The current unco-ordinated method of managing borders has left those living near the country’s borders vulnerable to criminal elements
Parliament needs to expedite the passing of the Border Management Authority (BMA) Bill to deal with the country’s porous borders.
For years, human trafficking, the transportation of hijacked or stolen vehicles and livestock, as well as the illegal crossing by people, have continued, with very little being done to stem the tide.
The bill allows for the merging of seven departments stationed at the country’s borders into one entity.
The departments of Home Affairs, Agriculture, Sars, the police and the army are some of the entities manning the borders.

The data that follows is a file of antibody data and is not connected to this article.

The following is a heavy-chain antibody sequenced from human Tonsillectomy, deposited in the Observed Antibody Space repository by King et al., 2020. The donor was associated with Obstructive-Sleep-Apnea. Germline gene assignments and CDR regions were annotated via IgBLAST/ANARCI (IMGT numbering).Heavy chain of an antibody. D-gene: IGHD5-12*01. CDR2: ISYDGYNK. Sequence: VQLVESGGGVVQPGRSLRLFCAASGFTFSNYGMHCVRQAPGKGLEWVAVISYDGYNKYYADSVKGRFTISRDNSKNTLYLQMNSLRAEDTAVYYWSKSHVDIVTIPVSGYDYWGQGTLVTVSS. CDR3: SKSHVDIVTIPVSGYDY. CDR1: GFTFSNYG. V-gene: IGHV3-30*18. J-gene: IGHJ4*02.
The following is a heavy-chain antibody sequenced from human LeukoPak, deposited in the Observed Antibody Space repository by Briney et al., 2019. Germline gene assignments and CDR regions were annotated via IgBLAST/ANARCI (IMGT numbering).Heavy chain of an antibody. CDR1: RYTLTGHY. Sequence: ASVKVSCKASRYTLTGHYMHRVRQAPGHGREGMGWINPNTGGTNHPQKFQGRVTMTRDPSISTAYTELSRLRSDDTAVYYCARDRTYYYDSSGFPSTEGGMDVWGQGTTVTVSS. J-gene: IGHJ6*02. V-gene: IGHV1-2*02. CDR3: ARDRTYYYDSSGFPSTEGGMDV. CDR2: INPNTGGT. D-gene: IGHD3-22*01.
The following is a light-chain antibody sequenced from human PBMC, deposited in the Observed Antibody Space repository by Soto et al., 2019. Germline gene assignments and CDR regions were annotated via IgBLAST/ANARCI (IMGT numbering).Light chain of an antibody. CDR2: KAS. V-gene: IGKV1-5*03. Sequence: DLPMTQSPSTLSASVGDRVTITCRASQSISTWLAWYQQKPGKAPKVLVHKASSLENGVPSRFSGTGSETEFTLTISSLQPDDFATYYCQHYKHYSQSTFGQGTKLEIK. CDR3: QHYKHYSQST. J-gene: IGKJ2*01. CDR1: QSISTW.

The current unco-ordinated method of managing borders has left those living near the country’s borders vulnerable to criminal elements.
Last month, matters came to a head at a border when South African soldiers allegedly shot and killed two Mozambican police officers.
While neither government, nor the SANDF, who have appointed a task team to probe the incident, have revealed what led to the clash, sources believe it was linked to the rampant crime in the area.
It is extraordinary that the BMA Bill was mooted 10 years ago, before it was eventually tabled in Parliament two years ago.
Any legislation that plugs that gaps along the country’s borders is crucial, but the slow progress is cause for concern.
And until the bill is passed, those living along the country’s borders will continue to bear the brunt of the crime that takes place as a result of porous borders.